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I’m backstage on the set of American Idol, and I am absolutely terrified. Tens of millions will be watching tonight’s live show, and my nerves are shot. Simply breathing is difficult. I’m sweating, and my legs are trembling. 

I softly sing a Rich Mullins classic—“Hold me Jesus, ’cause I’m shaking like a leaf.” 

In a few minutes I will be escorted to the Idol stage to perform. While I’m waiting I wonder, Why in the world have I gotten myself into this? All my dreams are right in front of me, but one misstep could cost me everything. 

The pressure has been building steadily, to the point where I’m having borderline panic attacks before each show. It’s been this way for a few weeks now, and it’s not getting any better. Finally, the most wonderful woman in the world decides she’s seen enough. My wife looks at me with all the love she can muster. The conversation goes something like this: 

“Phil, you need to know that this is pride,” Kendra says. “It’s eating away at you, and you need to get rid of it or it will destroy you.” 

I’m perplexed. “If this were pride,” I reply, “I’d have at least some measure of confidence. What you’re seeing right now is humility!” 

“No, Phil. This is you being worried about how you come across on television because you want everyone to think you’re good. But this isn’t about you. There were thousands of auditions this year, and most of them were good. But those other singers aren’t here. You are. And I imagine the only way that’s possible is because God has prepared a way for you to be here. “Seems to me that He has a purpose in all this. Seems to me that it’s in His hands.

And if you can fully trust Him, you’ll stop worrying about how good you look and just start enjoying the ride. If you get eliminated, God has opened doors for you. If you make it through, God has opened doors for you. Either way, God will give you the grace to do whatever’s necessary to accomplish His purpose.” 

Not only was Kendra right, her words immediately gave me a sense of peace. It wasn’t about me. I’d bought into the idea that I was born for this, that this was my big shot. But my life was not in the hands of the American Idol judges— Simon Cowell, Randy Jackson, and Paula Abdul. My life was not in the hands of the millions of viewers—voters!—tuning in at home.

My life was in the hands of a loving heavenly Father who was fully capable of giving me supernatural singing abilities if He chose to do so. He was also capable of extending my run for no other reason than to use my Idol experience for His glory.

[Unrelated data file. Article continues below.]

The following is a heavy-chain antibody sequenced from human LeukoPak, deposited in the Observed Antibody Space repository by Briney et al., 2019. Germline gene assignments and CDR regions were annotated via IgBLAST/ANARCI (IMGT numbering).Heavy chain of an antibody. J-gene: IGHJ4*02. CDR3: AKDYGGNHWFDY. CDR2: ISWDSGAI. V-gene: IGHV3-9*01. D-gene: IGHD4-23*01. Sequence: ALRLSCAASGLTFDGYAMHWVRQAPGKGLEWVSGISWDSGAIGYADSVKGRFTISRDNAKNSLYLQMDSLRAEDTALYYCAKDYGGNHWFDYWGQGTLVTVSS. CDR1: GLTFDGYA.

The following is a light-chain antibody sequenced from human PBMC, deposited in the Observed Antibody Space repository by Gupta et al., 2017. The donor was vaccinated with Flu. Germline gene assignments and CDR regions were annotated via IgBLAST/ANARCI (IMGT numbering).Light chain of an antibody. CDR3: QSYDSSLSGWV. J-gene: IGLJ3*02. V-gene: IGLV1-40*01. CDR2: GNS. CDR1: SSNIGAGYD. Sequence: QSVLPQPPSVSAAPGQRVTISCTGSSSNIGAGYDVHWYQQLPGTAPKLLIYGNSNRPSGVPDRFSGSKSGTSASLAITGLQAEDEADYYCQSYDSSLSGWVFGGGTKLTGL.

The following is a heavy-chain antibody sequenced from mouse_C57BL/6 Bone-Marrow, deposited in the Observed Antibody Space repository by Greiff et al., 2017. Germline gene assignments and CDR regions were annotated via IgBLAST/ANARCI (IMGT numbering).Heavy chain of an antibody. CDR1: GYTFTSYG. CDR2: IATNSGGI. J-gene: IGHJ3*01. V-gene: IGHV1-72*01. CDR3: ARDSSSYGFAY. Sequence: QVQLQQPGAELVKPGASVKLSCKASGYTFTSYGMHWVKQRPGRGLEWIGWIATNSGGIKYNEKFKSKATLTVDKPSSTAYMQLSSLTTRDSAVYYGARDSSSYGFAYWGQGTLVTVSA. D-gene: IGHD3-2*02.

I know that He did use me. I received countless messages from Idol fans telling me how one performance or another moved them in some way. But my favorite message had very little to do with me. The woman who wrote to me was a Navy wife. She and her husband were on the brink of divorce, and one of the few times the two of them were in the same room together, they were watching American Idol. Since I was also in the Navy at the time, she was rooting for me. Unfortunately, this particular episode was not one of my best moments. It was actually quite terrible. She recalled how Simon Cowell was dumbfounded by my whole performance. 

That’s when an Idol camera focused on a woman in the audience. Kendra has a beautiful smile, and apparently she was beaming as she made eye contact with me from the crowd. The image cut back to me, but I wasn’t looking at Simon while he delivered his critique. Instead, I was staring right at Kendra, which brought a smile to my face as well. 

The Navy wife described feeling an overwhelming presence of love. She began to cry. Later that night, having looked me up online, she discovered I was a part-time worship leader. Strangely, it was her husband who first commented on the connection they’d witnessed between Kendra and me that night. That special connection, she told her husband, was because we had put God first in our relationship.

After a conversation about how badly they both wanted their marriage to work, the couple made the decision to look for a Christian counselor and give their marriage one more try. She told me that they had both committed their lives to Christ and had started attending a church close to their home. 

She said their marriage was reborn as they actively pursued a love built not on selfishness but on a foundation of faith. At the time I was probably more concerned about my lackluster singing, but God had done something special with that couple.

God can create beauty from ashes, whether it’s a poor performance on American Idol or a rough few years in a dying marriage. He can work all things together for our good. 

Her message moved me immensely. Even when I’m at my worst, God is still able to use me! How liberating is that? It takes the pressure of a perfect performance off of my shoulders. 

My purpose isn’t to entertain people or somehow manipulate them through the power of my vocal prowess. It’s to bring glory to God. I’m not a singer. I’m a worshiper. When I place what little I have in God’s hands, He takes it, blesses it, and uses it far beyond my wildest expectations.  

Taken from Made to Worship by Phil Stacey. Copyright © 2022. Used by permission of Focus on the Family. All rights reserved. Represented by Tyndale House Publishers, a Division of Tyndale House Ministries.   

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Phil Stacey

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